Cybersecurity education is of prime importance in today’s world. Increasing threats from attackers are motivated by financial and other gains, and these bad actors have access to advanced tools, resources and services from the hacker community.
This growing problem is evident in numerous news reports on the impact of cyber-attacks on individuals and organizations across the globe, and it will only get trickier as more digital devices and services become available in the future. These challenges, coupled with the shrinking talent base of solutions expertise, highlight the importance of broader cybersecurity education.
We need a comprehensive and granular approach. While no single individual is an expert in all cybersecurity areas, foundational elements can help provide the needed professional skills. This foundation should foster deep knowledge of the history and origins of cybersecurity challenges and solutions, as well as a good understanding of their diverse range and interdisciplinary relevance.
For decades, we’ve seen significant research and security assurance initiatives—from the U.S. Department of Defense Orange Book in the 1980’s to the European Union’s General Data Protection Regulation (GDPR) today. These efforts point to the network security protocols, system security design principles, privacy enhancing technologies, threat modeling, and other foundational elements for cybersecurity education. These must be coupled with an understanding of today’s compute platform, not only PCs and cloud servers, but also internet of things (IoT) devices, connected cars, and the ever-evolving world of digital services.
This broader education effort must be grounded in how cybersecurity impacts us in both the cyber and physical world. The corresponding importance of safety, privacy and the long-term consequences to individuals and to society must also be considered.
To develop such a comprehensive approach, we need to nurture a diverse group of individuals—both teachers and students—to motivate and strengthen the defenses that become part of the design in every engineer’s respective field. The lack of diversity evident at RSA-2018, where women comprised only 17 percent of attendees, points to a problem that needs to be tackled. “Failure of imagination” has been cited as the reason we were caught off-guard by the Russian interference with the 2016 U.S. presidential election, and the same was said about Sept. 11, 2001. By bringing more types of people with a more diverse range of experiences and backgrounds into protecting our security, we can broaden the imagination brought to bear on future threats, especially in the cybersecurity domain.
It is great to see strong cybersecurity education efforts by notable leaders both in academia and industry. For example, Intel is leading initiatives with the academic community to bring diversity to high-tech in general and cybersecurity in particular. Intel focuses on outreach programs to universities and students of all genders, backgrounds, interests and various majors to talk about the comprehensive cybersecurity considerations.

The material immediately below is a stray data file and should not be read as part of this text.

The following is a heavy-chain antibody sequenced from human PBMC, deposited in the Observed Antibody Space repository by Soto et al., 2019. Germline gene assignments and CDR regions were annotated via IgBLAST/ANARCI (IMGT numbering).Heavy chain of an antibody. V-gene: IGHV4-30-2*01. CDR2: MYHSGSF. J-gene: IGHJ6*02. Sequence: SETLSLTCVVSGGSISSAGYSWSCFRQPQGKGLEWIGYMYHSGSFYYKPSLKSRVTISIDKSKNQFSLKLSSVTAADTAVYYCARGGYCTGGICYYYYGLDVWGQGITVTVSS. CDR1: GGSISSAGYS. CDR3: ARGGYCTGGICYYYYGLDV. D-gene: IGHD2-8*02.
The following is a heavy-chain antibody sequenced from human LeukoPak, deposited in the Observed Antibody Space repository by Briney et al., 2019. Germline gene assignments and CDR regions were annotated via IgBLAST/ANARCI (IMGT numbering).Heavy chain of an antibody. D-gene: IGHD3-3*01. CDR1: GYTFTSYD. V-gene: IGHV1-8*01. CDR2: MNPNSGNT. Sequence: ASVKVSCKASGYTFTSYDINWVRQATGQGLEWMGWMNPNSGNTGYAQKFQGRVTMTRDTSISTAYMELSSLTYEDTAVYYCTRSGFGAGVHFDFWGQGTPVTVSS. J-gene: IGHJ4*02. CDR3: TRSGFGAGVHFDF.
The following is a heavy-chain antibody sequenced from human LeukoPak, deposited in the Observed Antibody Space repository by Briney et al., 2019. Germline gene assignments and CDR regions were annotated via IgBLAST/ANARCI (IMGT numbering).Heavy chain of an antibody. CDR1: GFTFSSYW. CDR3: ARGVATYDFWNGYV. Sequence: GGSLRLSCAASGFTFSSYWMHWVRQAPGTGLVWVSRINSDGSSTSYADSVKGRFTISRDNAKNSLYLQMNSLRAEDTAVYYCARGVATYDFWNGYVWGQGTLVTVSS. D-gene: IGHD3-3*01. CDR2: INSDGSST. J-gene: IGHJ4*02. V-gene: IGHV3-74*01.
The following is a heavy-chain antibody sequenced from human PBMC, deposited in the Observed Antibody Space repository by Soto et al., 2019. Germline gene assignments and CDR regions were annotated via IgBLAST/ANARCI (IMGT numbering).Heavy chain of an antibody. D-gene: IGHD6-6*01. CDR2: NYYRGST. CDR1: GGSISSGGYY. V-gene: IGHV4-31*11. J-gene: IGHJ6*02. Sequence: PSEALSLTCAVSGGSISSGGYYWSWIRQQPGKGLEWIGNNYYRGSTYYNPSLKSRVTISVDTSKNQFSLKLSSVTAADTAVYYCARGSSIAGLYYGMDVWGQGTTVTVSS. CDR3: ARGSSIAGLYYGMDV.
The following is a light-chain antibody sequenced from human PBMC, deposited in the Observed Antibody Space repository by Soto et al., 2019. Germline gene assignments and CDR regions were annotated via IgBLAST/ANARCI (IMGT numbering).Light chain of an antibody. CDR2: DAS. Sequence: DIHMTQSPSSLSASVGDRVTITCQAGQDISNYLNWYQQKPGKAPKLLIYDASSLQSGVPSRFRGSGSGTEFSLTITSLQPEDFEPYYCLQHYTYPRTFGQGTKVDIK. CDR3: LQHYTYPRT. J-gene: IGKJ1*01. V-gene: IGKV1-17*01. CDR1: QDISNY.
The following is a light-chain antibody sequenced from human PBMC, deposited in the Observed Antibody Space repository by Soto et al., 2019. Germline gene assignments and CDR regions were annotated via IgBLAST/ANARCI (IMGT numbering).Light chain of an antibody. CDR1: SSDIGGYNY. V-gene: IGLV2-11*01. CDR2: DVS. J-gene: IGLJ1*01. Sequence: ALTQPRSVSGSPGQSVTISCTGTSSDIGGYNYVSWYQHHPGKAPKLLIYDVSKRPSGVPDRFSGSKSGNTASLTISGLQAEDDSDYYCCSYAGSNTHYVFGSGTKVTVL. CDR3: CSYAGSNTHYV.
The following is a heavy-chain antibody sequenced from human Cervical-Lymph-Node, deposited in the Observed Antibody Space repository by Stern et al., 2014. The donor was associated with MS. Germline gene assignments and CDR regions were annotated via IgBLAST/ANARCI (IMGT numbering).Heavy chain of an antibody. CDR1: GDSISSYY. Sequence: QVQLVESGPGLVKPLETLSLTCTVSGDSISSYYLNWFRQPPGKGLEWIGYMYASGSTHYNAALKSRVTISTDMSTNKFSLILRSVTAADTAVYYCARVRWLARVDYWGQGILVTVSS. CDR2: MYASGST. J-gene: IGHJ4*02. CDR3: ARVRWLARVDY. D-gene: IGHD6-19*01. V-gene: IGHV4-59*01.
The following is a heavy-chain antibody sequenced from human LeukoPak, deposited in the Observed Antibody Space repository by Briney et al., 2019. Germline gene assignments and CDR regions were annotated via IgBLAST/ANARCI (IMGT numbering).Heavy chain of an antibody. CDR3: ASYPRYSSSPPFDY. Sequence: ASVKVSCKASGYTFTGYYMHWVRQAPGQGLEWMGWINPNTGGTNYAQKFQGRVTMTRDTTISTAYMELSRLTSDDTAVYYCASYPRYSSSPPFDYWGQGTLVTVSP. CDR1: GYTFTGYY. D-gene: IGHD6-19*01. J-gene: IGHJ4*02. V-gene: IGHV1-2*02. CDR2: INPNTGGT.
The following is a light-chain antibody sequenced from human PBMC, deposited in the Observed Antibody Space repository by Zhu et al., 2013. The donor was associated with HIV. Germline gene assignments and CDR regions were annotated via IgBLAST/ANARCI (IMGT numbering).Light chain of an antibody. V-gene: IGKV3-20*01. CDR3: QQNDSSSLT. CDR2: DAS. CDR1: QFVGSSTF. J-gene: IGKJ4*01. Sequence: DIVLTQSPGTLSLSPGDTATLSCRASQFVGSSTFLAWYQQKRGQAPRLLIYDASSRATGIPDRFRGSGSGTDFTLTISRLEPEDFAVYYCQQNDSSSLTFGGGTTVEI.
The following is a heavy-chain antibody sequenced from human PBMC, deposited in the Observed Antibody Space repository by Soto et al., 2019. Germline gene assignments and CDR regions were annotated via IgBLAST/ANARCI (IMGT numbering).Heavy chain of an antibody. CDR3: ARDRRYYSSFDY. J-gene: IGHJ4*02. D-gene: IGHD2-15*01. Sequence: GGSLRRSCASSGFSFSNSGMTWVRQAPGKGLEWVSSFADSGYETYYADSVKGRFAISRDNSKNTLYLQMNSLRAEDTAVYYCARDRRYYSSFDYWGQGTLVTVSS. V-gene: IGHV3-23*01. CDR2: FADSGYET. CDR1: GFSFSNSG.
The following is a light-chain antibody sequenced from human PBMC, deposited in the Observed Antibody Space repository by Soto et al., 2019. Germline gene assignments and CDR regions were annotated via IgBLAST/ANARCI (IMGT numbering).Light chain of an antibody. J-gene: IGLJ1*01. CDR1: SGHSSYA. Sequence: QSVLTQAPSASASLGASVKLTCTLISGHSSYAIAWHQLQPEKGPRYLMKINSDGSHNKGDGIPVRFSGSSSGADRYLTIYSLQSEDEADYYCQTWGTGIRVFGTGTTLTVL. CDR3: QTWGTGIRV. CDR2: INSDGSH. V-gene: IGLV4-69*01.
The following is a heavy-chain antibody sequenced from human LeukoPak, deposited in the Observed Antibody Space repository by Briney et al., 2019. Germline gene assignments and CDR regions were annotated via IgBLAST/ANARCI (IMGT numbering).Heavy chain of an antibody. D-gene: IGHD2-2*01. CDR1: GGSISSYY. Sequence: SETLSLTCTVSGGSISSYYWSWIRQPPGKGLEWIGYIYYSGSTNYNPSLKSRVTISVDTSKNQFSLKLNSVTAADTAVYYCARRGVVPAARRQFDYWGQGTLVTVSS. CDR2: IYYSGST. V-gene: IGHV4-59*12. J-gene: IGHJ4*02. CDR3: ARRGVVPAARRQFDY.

For example, at the 2018 RSA Conference, Intel Vice President and General Manager of Platform Security Rick Echevarria announced The Design for Security Badge Program, a new collaboration between Intel and Purdue University.
At RSA 2018, Intel VP and GM of Platform Security Rick Echevarria announced the Design for Security Badge program with Purdue University.
The Design for Security Badge Program will train students and security professionals on a comprehensive approach to system and product design in which security is “baked in” to products, systems, and systems of systems from the beginning, rather than added at deployment.
Training cybersecurity professionals is now more critical than ever. A recent government and industry Task Force is predicting that 1.8 million cybersecurity-related positions worldwide will go unfilled by the year 2022. Collaborative programs such as this new one Intel is launching with Purdue will play a critical role in addressing this shortfall in needed professionals.
We at Intel are especially excited that the program will be available both for Purdue students on campus and online, as well as online for post-graduate professionals.
The Design for Security Badge Program will be available for registration beginning in Fall 2018. For more information, and to sign-up for notifications, visit Secure Design Badge at Purdue’s website.
Abhilasha Bhargav-Spantzel is an Intel Principal Engineer focused on identity, security and privacy. She has numerous patents and broad experience in identity management, cryptography, biometrics, hardware devices and system security. She leads multiple diversity and inclusion efforts at Intel, and actively drives development of women in engineering and cybersecurity. Find her on Facebook and follow her efforts and those of her colleagues on Twitter.